Shiarra is a private detective – for now anyway, though her business is in severe financial difficulty and it’s only with the intervention of her very wealthy business partner that they’re even keeping afloat at all.
It’s these money troubles that drives her to accept a case from the Magi. Despite never working for the Others and having no wish to spend any time among the relatively newly revealed supernatural creatures, the offer is simply too good to refuse. Even if it does mean spying on a vampire to learn about a highly in demand artefact that has gone missing.
Unfortunately, she quickly finds herself revealed – and threatened – by the vampire that tries to put her very life in his hands. And she comes to the attention of the White Hats, a fanatical group determined to eliminate the Others. Already that’s more than complicated enough, but then people start dying to attacks that make no sense and events are being manipulated by a shadowy hand above and beyond the immediate players.
This is the kind of Urban Fantasy world that is guaranteed to pull me. Diverse creatures, integration into the human world, magic and vampires and werewolves, politics between the different groups, politics between them and the humans – it’s just the kind of world I love. No, it’s not completely knew, we know all of this before and none of the creatures here really strike new ground – but it’s an old pattern done well with enough original twists to keep me interested, keep drawing me in and keep enjoying it without think that it’s been done before. It’s a variation of an old theme – but it’s a good theme, it’s a fun theme and while the picture is similar, the details and story are different.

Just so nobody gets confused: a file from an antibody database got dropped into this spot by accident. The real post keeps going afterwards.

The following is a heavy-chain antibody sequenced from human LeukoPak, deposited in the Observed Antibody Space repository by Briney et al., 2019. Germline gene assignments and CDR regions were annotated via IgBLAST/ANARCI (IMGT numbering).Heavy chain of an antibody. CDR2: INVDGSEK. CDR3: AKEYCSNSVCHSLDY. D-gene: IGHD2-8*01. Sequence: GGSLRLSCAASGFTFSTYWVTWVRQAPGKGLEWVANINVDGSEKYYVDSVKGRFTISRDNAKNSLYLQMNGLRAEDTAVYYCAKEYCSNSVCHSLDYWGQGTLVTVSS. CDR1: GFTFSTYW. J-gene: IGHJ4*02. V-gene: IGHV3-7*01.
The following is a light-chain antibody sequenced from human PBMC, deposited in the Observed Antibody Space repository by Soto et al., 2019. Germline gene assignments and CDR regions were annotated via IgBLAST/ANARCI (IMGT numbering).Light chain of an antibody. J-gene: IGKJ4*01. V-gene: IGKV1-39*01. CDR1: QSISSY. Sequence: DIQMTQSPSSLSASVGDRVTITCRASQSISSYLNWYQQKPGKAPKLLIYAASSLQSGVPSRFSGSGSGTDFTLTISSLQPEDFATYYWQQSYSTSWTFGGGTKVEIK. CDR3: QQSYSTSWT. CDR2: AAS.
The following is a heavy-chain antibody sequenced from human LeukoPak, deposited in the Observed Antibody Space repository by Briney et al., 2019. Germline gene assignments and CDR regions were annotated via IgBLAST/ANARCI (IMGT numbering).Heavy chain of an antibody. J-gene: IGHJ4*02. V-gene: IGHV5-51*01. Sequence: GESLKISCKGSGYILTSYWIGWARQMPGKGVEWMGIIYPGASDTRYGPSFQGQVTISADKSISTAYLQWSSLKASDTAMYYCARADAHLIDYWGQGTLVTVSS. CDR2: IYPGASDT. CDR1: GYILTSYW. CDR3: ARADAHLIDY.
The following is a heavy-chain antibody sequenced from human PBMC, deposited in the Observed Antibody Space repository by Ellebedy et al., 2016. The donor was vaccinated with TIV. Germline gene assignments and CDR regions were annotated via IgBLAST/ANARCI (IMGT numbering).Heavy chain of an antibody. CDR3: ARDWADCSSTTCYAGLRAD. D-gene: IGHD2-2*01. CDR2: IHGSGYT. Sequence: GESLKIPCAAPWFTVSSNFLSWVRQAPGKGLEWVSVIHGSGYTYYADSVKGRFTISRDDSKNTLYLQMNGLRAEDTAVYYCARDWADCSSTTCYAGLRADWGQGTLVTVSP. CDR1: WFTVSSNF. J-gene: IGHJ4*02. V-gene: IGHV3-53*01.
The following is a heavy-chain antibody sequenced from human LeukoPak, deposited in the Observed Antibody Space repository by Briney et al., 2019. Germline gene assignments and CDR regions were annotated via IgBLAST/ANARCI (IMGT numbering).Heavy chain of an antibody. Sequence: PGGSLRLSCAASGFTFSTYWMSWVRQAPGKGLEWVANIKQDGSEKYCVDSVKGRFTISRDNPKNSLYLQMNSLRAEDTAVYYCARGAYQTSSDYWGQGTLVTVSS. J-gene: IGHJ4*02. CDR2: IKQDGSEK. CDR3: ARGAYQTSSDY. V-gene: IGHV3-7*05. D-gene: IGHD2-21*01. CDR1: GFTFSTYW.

And it’s very well written. We have a few unnecessary monologues, but the pacing is excellent. We have a vast amount of information about the world but it’s all presented in a really natural way that completely flows into the story. The plot also has several interested parties, each with their own agendas and similar plots – the mages, the vampires, the White Hats – even Shiarra’s family but they are all given the attention they need and deserve without dragging the plot into a dozen different directions or getting us hopelessly lost. Couple with the necessary world building, the semi-love triangle, a decent cast of characters (even if they didn’t all play a huge role, they were all characters and there was some level of making them more than just floating names) keeping it all balanced was an act of true skill.